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Are Timeshares Worth It?

Should I Invest in a Timeshare?

“Would you like free massages/tickets to a show/a television set/a night at our hotel? All you have to do is listen to this 90-minute presentation and take a quick tour of our fabulous resort!”

We’ve all heard it before: the timeshare pitch. But timeshares can’t be all bad, right? After all, people must be buying them or the salespeople wouldn’t keep doing these pitches.

Weigh the pros and cons

If you’re considering a timeshare purchase, take the time to weigh the pros and cons. Never purchase a timeshare during a high-pressure sales situation.

You can often get much better deals by buying a timeshare from an owner who wants to offload one than you will from purchasing retail. When you find a timeshare you’re considering, go ahead and sit through that sales pitch—you’ll get a great tour of the building and the amenities, and possibly some free gifts—but go online to find a current owner looking to sell. It’s the best of both worlds!

Timeshares may be worth it if you’ve absolutely fallen in love with a location, or if you have family or friends who live in that area. Many timeshares are tied to a specific property, so it could be a good option if you and your family travel to the same destination on a regular basis.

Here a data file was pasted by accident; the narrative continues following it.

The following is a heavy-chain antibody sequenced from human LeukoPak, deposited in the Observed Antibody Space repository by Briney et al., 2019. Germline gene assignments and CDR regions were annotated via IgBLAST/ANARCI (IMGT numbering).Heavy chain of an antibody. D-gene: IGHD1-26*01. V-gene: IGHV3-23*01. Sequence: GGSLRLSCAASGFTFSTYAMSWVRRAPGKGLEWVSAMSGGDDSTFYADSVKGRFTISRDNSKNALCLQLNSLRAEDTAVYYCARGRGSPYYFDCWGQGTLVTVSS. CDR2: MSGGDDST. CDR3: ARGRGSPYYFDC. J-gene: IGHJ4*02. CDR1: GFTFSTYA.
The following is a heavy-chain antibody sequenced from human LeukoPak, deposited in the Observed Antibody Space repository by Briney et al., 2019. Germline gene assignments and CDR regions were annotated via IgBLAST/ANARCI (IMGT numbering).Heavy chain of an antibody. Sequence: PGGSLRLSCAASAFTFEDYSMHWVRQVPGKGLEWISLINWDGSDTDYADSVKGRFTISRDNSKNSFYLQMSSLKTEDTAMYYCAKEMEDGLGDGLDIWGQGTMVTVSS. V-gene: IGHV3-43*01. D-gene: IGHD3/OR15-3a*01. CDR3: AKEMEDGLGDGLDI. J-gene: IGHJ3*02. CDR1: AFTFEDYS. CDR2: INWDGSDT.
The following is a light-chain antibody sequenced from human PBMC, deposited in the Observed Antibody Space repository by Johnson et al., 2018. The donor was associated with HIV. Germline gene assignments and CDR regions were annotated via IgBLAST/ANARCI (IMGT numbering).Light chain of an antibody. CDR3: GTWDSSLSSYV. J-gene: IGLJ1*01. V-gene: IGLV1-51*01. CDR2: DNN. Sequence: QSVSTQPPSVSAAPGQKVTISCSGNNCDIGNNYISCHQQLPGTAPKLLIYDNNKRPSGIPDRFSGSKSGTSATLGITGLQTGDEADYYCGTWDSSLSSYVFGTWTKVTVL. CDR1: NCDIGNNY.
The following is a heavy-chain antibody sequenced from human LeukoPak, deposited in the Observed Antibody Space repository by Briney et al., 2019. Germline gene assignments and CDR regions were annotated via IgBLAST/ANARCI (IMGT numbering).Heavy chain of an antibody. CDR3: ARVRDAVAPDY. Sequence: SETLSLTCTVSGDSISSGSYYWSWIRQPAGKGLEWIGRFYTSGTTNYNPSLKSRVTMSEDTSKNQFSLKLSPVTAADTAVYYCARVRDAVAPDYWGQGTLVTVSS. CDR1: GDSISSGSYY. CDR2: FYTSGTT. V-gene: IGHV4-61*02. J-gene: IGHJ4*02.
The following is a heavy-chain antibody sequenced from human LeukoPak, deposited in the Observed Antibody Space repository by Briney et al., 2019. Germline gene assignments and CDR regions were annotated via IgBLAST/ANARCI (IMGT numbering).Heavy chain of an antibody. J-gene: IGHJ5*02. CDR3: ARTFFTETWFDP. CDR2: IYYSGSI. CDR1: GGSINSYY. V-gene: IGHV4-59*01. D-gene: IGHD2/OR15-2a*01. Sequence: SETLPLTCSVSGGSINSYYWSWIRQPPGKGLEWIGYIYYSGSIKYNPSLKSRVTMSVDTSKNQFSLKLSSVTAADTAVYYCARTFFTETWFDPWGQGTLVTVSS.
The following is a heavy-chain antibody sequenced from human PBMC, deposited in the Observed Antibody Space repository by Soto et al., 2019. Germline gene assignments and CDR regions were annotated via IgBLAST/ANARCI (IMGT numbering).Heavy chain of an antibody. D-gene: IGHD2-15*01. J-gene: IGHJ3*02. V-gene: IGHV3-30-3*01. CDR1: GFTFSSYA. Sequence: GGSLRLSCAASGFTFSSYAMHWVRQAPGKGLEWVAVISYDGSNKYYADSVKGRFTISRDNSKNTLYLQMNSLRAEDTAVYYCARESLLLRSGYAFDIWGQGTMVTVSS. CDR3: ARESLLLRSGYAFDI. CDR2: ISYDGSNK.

Some timeshares are more flexible than others, allowing you to trade timeslots or stay at other properties. You’ll want to know if this is an option before you buy.

If you love to explore, look for a flex system or points system, where you can spend your points on timeshares in different locations.

It should save you money

Ideally, having a timeshare means you’re saving money each vacation. But it’s a use it or lose it situation. If you never make it to your timeshare destination, you’ve essentially wasted your money.

It’s also worth first checking out the costs to rent an equivalent property for the length of time you’d be going on vacation. If it costs less to rent than it does to pay for a timeshare, you’re better off renting. Don’t forget about upkeep and major repairs; timeshare owners generally have to split these costs.

Before you make any purchase, conduct a title search on the property and look into the developer and management company that will be handling the timeshare. Warning flags include complaints that the management company doesn’t properly handle payments, or more dramatically, that buildings have gone into foreclosure.


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